Normandy and beyond with the advancing allied forces, the job of the FDTs
was done. John was mentioned in dispatches, although he was reluctant to take
personal credit for the excellent performance of his team.
Bernard Fergusson's excellent book "The Watery Maze", only to the
realise that the
Operations Command was vastly greater in size, scope and influence, than I had
first thought. Since there was no information on the
Internet, and with the naive confidence of a novice, I set about writing a few
Work on the website
started in November 2000 with the purchase of the
www.combinedops.com domain name for
£40.65 per annum. The following March, web hosting services were purchased for
£57.58 per annum - incredibly expensive by today's standards. For the first 4 or
5 years, the website ran a deficit but, as it became firmly established,
and with improving finances, the Combined Operations Command memorial fund was set up.
It was an act of blind
faith, if not folly. There was little money, no design, no site, no bank account
and no local support in the form of a committee. Financial donations, written contributions
for the website, fund raising activities, practical help and advice from many
hundreds of veterans, their families and friends, sustained the project that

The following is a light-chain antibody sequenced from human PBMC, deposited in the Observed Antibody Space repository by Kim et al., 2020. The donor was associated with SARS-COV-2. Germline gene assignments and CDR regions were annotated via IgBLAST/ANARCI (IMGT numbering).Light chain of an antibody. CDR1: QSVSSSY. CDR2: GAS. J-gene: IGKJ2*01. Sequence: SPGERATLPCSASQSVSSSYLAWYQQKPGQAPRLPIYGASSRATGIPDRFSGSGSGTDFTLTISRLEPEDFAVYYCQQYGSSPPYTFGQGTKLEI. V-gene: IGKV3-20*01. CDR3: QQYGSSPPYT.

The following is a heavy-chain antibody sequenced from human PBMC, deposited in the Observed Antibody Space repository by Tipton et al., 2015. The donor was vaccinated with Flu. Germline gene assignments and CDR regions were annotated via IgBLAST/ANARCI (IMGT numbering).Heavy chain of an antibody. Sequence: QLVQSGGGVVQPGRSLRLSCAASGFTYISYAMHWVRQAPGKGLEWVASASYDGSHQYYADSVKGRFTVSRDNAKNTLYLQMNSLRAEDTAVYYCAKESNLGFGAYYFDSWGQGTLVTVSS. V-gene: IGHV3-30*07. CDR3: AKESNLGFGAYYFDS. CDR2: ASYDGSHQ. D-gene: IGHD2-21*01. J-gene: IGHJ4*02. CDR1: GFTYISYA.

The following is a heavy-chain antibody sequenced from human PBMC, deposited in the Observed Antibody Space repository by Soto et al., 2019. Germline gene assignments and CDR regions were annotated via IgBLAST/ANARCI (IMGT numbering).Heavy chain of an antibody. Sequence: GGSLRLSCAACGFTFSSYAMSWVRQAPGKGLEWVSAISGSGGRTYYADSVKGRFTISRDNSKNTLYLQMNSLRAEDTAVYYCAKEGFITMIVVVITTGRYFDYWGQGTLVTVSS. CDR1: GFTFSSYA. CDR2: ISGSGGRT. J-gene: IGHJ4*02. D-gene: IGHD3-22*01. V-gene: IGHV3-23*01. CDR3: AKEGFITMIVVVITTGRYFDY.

would otherwise have faltered in its infancy. It was a privilege for me to be the means by which their
wonderful support and encouragement metamorphosed into a memorial, educational
website and Facebook page.
By a process I've never fully understood and over which I exercised little control, the
website grew like 'Topsy.' It now receives hundreds of thousands of visits each year
(6,000,000 hits) from around the world and yet the final chapters of the Command's remarkable story, are as elusive as ever!
John Glen did not live to see the little acorn he planted
grow and develop. He died in November 2000 at the age of 81. He would have
been so proud to see two of his great grandchildren lay a wreath at the
dedication ceremony on behalf of
all who contributed to the memorial fund.
to the Future
The website and
memorial aim to;
the memory of the achievements and sacrifices of the Combined
Operations Command and the thousands of all nationalities who served
in or alongside the Command on operations in WW2.
02). Improve public recognition of the Combined Operations
Command's substantial contribution to the Allied victory in World War II.
03). Set up appropriate
measures to ensure the long term development and maintenance of the
memorial and website in perpetuity.
04). Provide free access to the website in perpetuity.
Combined Ops related articles, stories, anecdotes, reminiscences,
diary entries, poems and photographs from visitors to the site or from
our own resources.
06). Provide notice boards on the website for appeals
for information or advice and the means for anyone to respond
links to external websites that provide complementary historical information, WW2 records and veterans' welfare.
08). Provide an extensive list
of Combined Ops related books and the means of sourcing them
including 'out of
09). Provide memberships to those who wish to support the
website's purposes and/or to request advice or information.
Geoff Slee, Edinburgh, Scotland.